As humans, we are hard wired to learn through connections. For the bulk of human history, our relationship to the world has been mediated by the people we are connected to. We model our behaviors on what we see around us — our families, our communities and our work environments. We draw inference and relevance from the stories people tell us. And, when we are at our best, we grow in the context of friendships, collaboration and belonging.

In the workplace, connecting and partnering with other stakeholders can help establish feelings of belonging and friendship that arise from working together. However defined, partnerships in the workplace contribute to learning and growth. Recent research from BetterUp indicates that being highly connected at work results in 91% more personal growth and 101% more professional growth.

For learning professionals, this strong correlation between partnership and growth presents both an opportunity and a challenge — especially at a time when so many people are working in remote and hybrid environments. Can we pull off a connection growth “two-fer” and make a meaningful difference to the people and the organizations we serve? Let’s take a look at how

Connecting Starts with You

To pull off a connection growth and make a meaningful difference, we need to start by thinking about our own connections: How we interact with and understand our stakeholders – employees, managers and business partners, all the way to C-suite. Are we truly understanding the purpose and potential outcomes of what we do?

In some respects, this may mean that we need to put our egos aside and actively listen to people. What was true a couple of years ago might not necessarily reflect what people need today. Ask them. Understand them. Show them that you genuinely care. This is not just a performative check-in exercise. At the end of the day, you are going to need buy-in from people at all levels to achieve your goals.

Performance and employee survey data can help point you in the right direction, but you also need to reach out and talk to real people to understand their needs. Focus groups and individual conversations can help understand nuances and provide color and texture to the programs you develop. The results will show up later when people feel that you’ve actually talked to them or one of their colleagues.

Design Experiences that Create Connections

Learning design all too often goes straight to content. Fire up a content creation tool. Build a course. Market it. Hope for the best.

We can do more. A diet of content and courses alone will not create connections, nor will it make the impact on behaviors and performance your people and your organization need.

Instead, think about ways you can create experiences that inspire, motivate and create a sense of belonging. Some of these experiences will not be captured by your learning management system (LMS) but they may show up elsewhere in your people data stack in the form of higher employee engagement and retention scores. If your company is set up to do organizational network analysis (ONA), you may be able to measure increases in connectedness and cross-functional collaboration.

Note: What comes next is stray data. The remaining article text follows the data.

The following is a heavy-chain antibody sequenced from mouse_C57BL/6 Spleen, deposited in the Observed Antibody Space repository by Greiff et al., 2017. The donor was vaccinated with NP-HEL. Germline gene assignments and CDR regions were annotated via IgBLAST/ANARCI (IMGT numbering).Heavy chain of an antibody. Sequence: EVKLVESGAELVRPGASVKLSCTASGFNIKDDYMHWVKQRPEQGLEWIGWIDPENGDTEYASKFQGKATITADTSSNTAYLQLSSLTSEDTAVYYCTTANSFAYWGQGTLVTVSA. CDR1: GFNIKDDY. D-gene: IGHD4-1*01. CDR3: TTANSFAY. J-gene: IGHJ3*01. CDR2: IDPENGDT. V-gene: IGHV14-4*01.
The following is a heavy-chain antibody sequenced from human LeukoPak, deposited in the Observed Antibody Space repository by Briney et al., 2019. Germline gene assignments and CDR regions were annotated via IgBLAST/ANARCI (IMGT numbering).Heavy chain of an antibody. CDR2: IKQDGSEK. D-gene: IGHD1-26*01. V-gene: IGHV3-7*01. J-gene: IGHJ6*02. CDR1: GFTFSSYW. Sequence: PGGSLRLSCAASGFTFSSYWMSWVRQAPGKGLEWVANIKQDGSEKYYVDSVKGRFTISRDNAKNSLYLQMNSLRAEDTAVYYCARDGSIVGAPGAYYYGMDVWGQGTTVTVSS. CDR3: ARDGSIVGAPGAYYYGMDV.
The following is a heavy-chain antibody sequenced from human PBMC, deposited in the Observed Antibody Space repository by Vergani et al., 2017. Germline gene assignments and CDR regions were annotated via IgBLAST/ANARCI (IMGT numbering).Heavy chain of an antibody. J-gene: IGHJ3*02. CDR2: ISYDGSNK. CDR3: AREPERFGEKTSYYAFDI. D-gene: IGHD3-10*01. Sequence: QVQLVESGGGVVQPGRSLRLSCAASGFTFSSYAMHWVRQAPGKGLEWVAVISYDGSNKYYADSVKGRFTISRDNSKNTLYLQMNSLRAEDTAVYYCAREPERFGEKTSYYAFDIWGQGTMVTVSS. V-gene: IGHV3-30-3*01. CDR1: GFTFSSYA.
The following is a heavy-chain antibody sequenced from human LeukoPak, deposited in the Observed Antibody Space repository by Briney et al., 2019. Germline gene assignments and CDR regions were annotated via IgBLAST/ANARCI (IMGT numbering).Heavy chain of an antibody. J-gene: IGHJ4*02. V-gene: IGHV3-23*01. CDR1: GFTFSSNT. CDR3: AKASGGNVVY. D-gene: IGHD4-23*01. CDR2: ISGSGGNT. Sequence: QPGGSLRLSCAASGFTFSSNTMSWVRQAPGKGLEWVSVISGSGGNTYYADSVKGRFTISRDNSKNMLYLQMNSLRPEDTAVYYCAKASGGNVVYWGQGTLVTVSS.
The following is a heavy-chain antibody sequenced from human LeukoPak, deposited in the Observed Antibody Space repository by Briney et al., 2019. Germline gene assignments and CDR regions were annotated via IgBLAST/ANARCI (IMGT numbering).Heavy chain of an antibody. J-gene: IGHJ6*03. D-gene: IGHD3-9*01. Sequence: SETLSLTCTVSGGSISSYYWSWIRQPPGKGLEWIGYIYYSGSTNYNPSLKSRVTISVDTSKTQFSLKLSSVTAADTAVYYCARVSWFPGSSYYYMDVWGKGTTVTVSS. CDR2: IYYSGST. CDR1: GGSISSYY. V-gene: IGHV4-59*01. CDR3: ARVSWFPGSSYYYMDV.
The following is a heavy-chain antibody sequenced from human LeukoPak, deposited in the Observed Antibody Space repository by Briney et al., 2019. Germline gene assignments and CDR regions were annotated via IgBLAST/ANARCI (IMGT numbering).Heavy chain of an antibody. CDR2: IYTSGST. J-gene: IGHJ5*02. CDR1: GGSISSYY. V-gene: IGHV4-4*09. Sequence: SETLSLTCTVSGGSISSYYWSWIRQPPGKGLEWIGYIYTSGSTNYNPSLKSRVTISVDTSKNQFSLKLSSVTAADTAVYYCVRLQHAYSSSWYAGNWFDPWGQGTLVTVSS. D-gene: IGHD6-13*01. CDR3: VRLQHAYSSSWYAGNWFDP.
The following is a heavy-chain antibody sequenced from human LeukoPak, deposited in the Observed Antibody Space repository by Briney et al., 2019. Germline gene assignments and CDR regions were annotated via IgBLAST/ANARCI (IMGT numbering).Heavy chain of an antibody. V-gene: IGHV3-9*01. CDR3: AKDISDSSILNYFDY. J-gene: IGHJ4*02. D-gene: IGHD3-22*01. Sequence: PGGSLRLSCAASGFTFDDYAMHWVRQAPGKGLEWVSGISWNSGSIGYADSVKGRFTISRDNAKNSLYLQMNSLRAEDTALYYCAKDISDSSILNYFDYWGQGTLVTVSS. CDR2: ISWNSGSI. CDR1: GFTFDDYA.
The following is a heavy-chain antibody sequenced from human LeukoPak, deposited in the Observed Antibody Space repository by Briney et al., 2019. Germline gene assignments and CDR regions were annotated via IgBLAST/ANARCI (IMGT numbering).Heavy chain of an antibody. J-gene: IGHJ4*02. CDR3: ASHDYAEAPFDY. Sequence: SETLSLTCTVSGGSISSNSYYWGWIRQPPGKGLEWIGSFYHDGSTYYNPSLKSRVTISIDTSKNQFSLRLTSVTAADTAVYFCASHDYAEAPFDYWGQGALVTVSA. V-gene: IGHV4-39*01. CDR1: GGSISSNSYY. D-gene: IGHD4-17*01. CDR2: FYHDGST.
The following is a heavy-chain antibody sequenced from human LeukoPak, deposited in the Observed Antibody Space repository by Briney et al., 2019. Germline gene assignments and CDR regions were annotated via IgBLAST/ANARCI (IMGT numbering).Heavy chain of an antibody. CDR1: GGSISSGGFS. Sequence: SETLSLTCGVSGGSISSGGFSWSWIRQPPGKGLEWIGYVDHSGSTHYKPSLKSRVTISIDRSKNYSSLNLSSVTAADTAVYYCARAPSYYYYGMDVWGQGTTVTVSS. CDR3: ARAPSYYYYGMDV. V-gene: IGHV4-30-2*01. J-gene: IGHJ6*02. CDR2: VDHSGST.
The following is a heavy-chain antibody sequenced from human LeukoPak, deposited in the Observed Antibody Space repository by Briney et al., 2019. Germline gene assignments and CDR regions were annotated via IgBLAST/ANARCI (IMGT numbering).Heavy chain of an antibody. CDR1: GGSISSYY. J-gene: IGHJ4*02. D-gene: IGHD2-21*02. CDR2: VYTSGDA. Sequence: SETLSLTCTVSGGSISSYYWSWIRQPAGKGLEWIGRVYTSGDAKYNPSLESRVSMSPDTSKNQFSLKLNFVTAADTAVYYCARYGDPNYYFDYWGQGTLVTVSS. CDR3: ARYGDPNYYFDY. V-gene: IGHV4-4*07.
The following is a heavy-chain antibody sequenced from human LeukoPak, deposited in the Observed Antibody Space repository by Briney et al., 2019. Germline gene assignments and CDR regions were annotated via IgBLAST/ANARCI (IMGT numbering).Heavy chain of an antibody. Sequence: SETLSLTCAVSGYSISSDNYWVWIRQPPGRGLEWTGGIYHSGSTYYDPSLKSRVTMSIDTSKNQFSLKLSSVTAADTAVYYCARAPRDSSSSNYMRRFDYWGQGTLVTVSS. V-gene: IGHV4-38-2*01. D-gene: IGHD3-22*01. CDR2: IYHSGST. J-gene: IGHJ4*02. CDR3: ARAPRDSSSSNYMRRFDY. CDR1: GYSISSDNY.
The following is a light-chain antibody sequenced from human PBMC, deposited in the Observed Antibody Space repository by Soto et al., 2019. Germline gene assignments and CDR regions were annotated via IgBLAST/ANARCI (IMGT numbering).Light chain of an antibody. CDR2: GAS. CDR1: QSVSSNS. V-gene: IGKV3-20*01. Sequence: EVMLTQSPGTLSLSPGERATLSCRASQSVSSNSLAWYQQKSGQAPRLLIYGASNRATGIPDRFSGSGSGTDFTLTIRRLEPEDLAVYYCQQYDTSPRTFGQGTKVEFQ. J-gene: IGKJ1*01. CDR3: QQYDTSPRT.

Your experiences may vary. In some cases, you may want more opportunities for practice and feedback. In others, you might want opportunities to share stories about what works and what doesn’t. Or you might want to create situations where people can bond and learn how to collaborate together.

Use All the Crayons In the Box

Digital enables endless possibilities for connection. Freed from the time and place constraints of in-person experiences, more opportunities exist to create and sustain human relationships in workplace learning for more people than ever before. You can show employees that you and your organization care about your people by helping them build relationships and giving them moments that matter to their growth and overall well-being.

Cohorts and community-centered learning experiences can broaden the reach of discussions at your organization over time. Using digital to broaden reach, you can democratize learning in an inclusive and accessible way. Data can help — like any good party planner, you can skillfully arrange cohorts and communities to maximize connection and interaction.

For more individual experiences, think about ways to provide access to digital mentoring and coaching. Although coaching has generally been thought of as something reserved for executive leadership, the possibilities of technology can now connect experts and learners in new ways.

Embrace joy and think creatively. If you know your audience and your culture well, both you and your audience can have fun. You don’t need to engineer every moment of a learning experience. Allow things to happen. Open up safe spaces for people to learn from others. You’ll need to do some design work here in setting boundaries, ground rules and expectations. There’s a wide continuum of social learning experiences online. You’ll just need to pick your spot somewhere between a formal classroom style and free-wheeling discussions.

Embrace and Enjoy Risk

The nature of work is evolving rapidly. Transitions to new models of hybrid and remote work, as well as a sharper focus on skills, can appear both daunting and vague — for everyone concerned. Nobody is going to get this right every time. But by embracing both technology and a keen understanding of the needs of learners and the needs of the business, the learning community has a unique opportunity to create the human connections that drive business forward.

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